September 2012

The “Drug Watch” section of the September, 2012 edition of the American Journal of Nursing includes some startling information about hormonal contraceptive drugs containing the chemical drospirenone, such as YAZ,® Beyaz®, Safyral®, and Yasmin®.

Reviewing several studies comparing the relative risks of developing a blood clot for women using drospirenone-containing hormonal contraceptives versus women using other hormonal contraceptives, including one funded by the FDA itself, the American Journal of Nursing writes, “the FDA has concluded that there is an increased risk of blood clots if the contraceptive drospirenone; the increased risk may be as much as three times higher.”[1] (emphasis added)

Blood clots can be very dangerous, possibly resulting in stroke or heart attack.  Thankfully, the article goes on to note that these drugs now contain such warnings on their packaging,[2] but I ask, why use any drug that has been found to be more dangerous than others with no significant increase in efficacy?

Articles such as this can be used in a pharmaceutical lawsuit by a Yaz lawyer to demonstrate that it is now common knowledge in the scientific community that drugs containing drospirenone place users at a higher risk for blood clots than do other oral contraceptives – in some cases three times the risk.

[1] “Drug Watch” American Journal of Nursing September 2012. Vol. 112, No. 9; p. 24

[2] Ibid.

A study published in May, 2009 by the British Medical Journal notes that women using hormonal contraceptives containing drospirenone, such as Yaz®, are about 64% more likely to develop blood clots than the average woman using hormonal contraceptives.[1]  Blood clots pose a very serious risk to health, as they may cause heart attack or stroke.

For the study, titled “Hormonal contraception and risk of venous thromboembolism: national follow-up study” by Lidegaard et al. surveyed the health of 10.4 million women, and found that in the general population, the risk for developing blood clots was about 3 out of every 10,000 women,[2] while the risk for women using hormonal contraceptives was about double that, at 6.29 out of 10,000 women.[3]  But the Lidegaard team did not stop their research at that discovery; the study went on to evaluate the relative risk of developing blood clots for different kinds of hormonal contraceptives.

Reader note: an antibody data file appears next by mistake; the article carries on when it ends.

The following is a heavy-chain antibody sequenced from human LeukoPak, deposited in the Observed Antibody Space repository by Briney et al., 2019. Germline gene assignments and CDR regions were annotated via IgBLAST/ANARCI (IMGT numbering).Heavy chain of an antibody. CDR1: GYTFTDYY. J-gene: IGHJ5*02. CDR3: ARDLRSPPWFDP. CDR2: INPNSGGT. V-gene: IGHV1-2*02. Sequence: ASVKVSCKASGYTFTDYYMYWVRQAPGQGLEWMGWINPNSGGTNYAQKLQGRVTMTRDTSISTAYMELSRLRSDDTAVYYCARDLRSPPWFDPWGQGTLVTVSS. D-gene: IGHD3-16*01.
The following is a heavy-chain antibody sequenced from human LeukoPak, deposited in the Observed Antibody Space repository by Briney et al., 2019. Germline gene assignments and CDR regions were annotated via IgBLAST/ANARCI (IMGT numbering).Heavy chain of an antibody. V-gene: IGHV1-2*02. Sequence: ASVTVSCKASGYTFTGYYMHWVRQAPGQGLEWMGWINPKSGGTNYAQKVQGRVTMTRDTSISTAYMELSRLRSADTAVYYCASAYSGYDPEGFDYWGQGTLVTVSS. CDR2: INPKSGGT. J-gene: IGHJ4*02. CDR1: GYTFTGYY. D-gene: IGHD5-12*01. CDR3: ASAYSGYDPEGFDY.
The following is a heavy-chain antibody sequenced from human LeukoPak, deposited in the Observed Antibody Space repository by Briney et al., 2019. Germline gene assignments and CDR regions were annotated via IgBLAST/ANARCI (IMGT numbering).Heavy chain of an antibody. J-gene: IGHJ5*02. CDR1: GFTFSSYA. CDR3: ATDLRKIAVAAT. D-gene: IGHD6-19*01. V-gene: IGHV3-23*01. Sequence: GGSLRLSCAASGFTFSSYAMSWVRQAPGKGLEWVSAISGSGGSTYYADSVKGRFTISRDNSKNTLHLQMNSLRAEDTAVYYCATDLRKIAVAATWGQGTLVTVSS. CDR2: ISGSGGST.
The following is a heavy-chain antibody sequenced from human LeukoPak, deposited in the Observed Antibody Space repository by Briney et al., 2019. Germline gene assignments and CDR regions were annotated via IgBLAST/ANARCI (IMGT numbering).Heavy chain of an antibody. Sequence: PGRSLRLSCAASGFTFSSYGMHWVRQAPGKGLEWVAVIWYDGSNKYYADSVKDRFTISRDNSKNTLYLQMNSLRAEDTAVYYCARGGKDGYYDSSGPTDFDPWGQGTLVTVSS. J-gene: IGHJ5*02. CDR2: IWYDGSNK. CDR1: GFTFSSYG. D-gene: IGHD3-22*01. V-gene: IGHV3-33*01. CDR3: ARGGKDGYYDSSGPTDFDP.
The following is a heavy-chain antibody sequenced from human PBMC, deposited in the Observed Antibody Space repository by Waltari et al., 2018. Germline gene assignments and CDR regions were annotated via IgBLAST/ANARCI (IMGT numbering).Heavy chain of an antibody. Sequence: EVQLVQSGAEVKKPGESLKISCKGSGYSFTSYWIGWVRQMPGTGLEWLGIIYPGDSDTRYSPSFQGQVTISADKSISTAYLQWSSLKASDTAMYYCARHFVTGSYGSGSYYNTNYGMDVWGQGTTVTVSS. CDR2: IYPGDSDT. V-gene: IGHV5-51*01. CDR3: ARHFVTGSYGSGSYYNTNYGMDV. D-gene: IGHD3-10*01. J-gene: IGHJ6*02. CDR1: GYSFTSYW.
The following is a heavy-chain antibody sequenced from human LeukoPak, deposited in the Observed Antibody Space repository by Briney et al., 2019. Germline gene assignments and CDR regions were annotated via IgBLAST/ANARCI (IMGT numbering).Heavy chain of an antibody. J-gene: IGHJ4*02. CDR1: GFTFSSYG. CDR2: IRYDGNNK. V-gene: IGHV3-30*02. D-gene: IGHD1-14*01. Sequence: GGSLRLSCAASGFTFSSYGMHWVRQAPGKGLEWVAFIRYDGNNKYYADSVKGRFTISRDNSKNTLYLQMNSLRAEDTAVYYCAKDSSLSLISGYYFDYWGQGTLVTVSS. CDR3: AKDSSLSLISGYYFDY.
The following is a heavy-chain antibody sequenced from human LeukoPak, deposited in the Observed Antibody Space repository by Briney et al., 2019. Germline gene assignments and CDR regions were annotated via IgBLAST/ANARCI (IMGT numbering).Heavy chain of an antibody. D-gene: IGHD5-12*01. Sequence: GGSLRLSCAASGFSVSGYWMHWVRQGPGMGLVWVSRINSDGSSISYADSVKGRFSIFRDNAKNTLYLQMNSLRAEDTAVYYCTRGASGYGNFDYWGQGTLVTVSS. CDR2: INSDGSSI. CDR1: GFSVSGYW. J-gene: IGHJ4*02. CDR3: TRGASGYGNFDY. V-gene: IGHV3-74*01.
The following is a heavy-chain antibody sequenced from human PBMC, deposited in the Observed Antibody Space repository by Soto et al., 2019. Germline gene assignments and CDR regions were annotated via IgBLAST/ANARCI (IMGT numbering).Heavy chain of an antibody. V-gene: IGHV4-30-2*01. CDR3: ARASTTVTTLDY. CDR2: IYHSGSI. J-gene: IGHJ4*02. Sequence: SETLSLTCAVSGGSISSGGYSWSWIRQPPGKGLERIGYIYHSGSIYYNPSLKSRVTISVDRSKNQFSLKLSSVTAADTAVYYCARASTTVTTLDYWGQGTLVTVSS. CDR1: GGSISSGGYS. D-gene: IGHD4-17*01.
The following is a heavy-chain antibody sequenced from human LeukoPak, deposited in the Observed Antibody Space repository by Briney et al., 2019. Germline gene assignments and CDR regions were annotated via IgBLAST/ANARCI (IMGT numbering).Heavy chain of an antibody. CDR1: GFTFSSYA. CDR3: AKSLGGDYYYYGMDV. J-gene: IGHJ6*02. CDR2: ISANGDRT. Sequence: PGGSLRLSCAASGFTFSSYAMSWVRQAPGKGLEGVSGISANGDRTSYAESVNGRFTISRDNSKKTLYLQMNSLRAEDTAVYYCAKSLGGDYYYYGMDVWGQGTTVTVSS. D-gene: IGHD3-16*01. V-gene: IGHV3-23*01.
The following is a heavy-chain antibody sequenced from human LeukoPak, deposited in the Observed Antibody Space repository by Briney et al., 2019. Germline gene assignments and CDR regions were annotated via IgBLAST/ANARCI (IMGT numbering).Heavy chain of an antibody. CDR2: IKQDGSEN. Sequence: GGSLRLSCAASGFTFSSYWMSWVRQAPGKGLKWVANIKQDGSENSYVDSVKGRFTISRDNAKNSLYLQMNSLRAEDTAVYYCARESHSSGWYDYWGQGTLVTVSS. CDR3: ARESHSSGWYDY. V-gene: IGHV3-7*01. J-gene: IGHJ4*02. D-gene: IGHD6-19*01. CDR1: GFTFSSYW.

Compared to the average risk of developing blood clots posed by the ingestion of hormonal contraceptives, the study found that medications containing desogrestrel place women about 82% more likely to develop blood clots than the average user of hormonal contraceptives, gestodene about 86% more likely, cyproterone about 88% more likely, and drospirenone about 64% more likely than the average hormonal contraceptive user to develop blood clots.[4]

However, concerning what was considered the “crude rate” of blood clot development, calculated simply by dividing the number of blood clots observed by the number of woman-years for each particular pharmaceutical discussed in the study, drospirenone (YAZ®) was found to be the most dangerous, averaging 7.8 observed blood clots per 10,000 users.  This stood above all other hormonal contraceptives tested, with norethisterone at 4.5, levonorgestrel at 5.8, norgestimate at 4.6, desogestrel at 6.5, gestodene at 7.0, and cyproterone at 7.1 observed blood clots per 10,000 women.

Because of the startling information presented here, this article can be used in a Yaz lawsuit, demonstrating that the risks of YAZ® are much higher than the average hormonal contraceptive.

[1] Lidegaard, Ø., et al. (2009) “Hormonal contraception and risk of venous thromboembolism: national follow-up study” BMJ 2009;339b2890 p. 1

[2] Ibid

[3] Ibid

[4] Ibid